Elizabeth Waterman is on the lookout for those moments, places and people, which at first glimpse you walk past, but then you stop and take a few steps back. She is particularly interested in the kind of social gatherings that bring together the creative community of New York such as artists, gallerists, musicians, and performers who all share something in common: “the public dialogue about the purpose of art”.
You say you thought this was supposed to be the era of “entrenched aesthetic malaise and directionlessness”, but the research done through your art has proven different. What have you discovered by photographing and interviewing young artists who are working hard to challenge the game?
I have focused on photographing performers and artists in New York for nearly six years now, and I am constantly inspired by them. It takes enormous conviction to be an artist here and to bring new expression into the world. This is an important contribution to society, and people deserve to be aware of these artists’ lives, their work, and their courage.
As artists, we tend to battle a constant desire to discover new means of life, to teach and to be taught, to show life in the most unconventional ways. As artists, we find inspiration in places we least expect. We seek wisdom from the most uniquely talented people. And in the end, this work we do “for the people” is the sole proof of the voyage towards self-discovery, an opportunity to reflect with the world we exist in.
Do you ever find yourself in the people you photograph?
All portraits are dual portraits, and all art is marked with the soul of the artist; in fact, finding aspects of myself in my subjects is imperative if I am to do my work properly. My subjects serve as a mirror that unveils my emotions, my dreams, and my desires. When I first began focusing on portraiture, I was so unnerved by the process. There I was, in very intimate circumstances with heavily made-up drag queens, exotic fire-breathers, and long-limbed dancers that took my breath away. It was uncharted territory, and I felt unsure of myself. Where did I stop? Where did they begin? What could we possibly have in common? Experience has shown me that there will always be a place where I overlap with my subjects, and that is the heart of my work.
Work and play tend to mix very well when it comes to making art, which brings me to your latest series, Invictus.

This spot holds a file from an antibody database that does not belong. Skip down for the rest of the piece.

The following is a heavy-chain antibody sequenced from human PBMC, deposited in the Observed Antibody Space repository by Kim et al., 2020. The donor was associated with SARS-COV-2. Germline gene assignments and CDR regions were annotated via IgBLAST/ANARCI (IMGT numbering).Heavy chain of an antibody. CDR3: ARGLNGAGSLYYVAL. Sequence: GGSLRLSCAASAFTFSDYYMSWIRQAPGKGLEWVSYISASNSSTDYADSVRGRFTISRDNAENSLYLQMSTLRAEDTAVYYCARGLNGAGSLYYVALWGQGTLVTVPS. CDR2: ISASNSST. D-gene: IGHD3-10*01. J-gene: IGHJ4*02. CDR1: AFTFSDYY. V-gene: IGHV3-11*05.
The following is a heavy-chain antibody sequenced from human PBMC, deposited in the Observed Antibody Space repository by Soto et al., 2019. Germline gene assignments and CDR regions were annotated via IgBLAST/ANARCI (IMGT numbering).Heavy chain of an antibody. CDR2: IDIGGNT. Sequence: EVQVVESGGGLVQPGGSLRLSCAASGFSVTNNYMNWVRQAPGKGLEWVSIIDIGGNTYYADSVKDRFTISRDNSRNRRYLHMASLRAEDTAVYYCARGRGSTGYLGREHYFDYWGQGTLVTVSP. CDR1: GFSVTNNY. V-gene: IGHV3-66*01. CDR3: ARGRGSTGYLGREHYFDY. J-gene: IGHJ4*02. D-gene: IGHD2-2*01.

This project explores the late-night social life and drag community of New York. Is this work sort of a statement about your stance on gender politics?
I am not a political person, but I live in a political world. I find the transgendered and drag communities to be full of extraordinary and courageous people. They have to work hard to be recognized and to claim their spot in the world, and I can relate to that. I am grateful to promote their stories.
I personally consider drag queens more of performance artists, but a big part of that conversation lies in the topic of gender. What would you say are the common grounds of drag and a visual, or performing, artist?
Drag springs from the evolution of gender, which is such a rich, dynamic theme right now in our culture. But it’s more than that. It’s a performance art, a lifestyle, and a celebration of self-expression. The scene in Brooklyn and Manhattan is a vibrant, thriving community full of artists who embrace multiple art forms.
And having lived in the city for a long time, I can validate that but also add how fearless New Yorkers are in terms of creative practice and working together as a community.
You’ve talked about the uncomfortable feeling when a subject stands before the camera. What would you say are the most common insecurities people deal with in a certain situation?
People tend to avoid being fully present and being fully themselves. Intimacy is frightening, for me especially, and we all want to be safe. Photography finds a way through all of that. My goal is to find the haunting, phenomenal beauty in people just as they are.
Is body image a common concern with your subjects?
It comes up. Generally performers are at ease with their bodies because they use their bodies as tools. They tend to be responsible for their insecurities. My other subjects tend to be more caught up in their insecurities. Quite a few of them have put off shoots until they “get into shape,” which of course, never happens. People are often terrorized by their own expectations.
All that the body is, is a tool that allows the soul to travel, to experience and to re-create life. And while the camera captures the amazing things our bodies can do, who we truly are, are the impressions we leave behind, the lessons we teach, and the experiences we share with the world.
The true meaning of art defines itself in the spirit of its creator.
“For an artist to be interesting to us he must have been interested to himself. He must have been capable of intense feeling, and capable of profound contemplation.”
– Robert Henri
By: GiGi Campos